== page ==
The backbreaking, finger-freezing shoot for Alejandro G. Iñárritu's frostbit survival thriller The Revenant is as good an explanation as any for why today's movies are made by actors in front of green screens: A flat and stiff final product is a small price for ease and control.
What's marvelous about The Revenant is the improbable amount of control Iñárritu and director of photography Emmanuel Lubezki seem to wield, even out in the wild. To tell this simplest of revenge stories, set in the American Rockies in the 1820s, the production shot for months in inhospitable stretches of Canada and Argentina, relying on natural light and the cruel whims of the weather. But the camera snakes through this wintry hell with all the dazzling fluidity Iñárritu displayed in Birdman.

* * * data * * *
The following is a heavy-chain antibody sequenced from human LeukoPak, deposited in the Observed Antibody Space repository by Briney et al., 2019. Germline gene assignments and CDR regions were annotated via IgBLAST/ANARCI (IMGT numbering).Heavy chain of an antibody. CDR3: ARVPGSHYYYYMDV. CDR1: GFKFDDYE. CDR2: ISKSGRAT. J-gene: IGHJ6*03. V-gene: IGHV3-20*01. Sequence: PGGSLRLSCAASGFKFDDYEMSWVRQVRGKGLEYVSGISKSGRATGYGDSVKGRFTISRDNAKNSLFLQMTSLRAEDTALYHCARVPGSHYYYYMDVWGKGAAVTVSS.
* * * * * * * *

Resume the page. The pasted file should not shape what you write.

Early on, Pawnee ambush DiCaprio's Hugh Glass and his band of trappers; an intimate and ugly battle threads through the poplars, rich with brutal incident. In one wheeling and impossible shot, Iñárritu follows a trapper or a Pawnee, then another coming from another direction, and then another still. It's a nerve-racking breakthrough for depictions of battlefield chaos.
Iñárritu seems to dare audiences to vacate the theater. There are slogging minutes of near-death Glass crawling through snow or wheezing with ice in his beard; there's the Malickian zone-out shots of the moon and sun burning through clouds; there's the grunting lead performance from DiCaprio, who barely speaks; there's Iñárritu's take on the survive-the-night-in-a-carcass routine, with a steaming abundance of horse innards -- it's Matthew Barney meets The Empire Strikes Back. The sad thing, then, is that the story honored with such mastery is familiar journey/revenge stuff.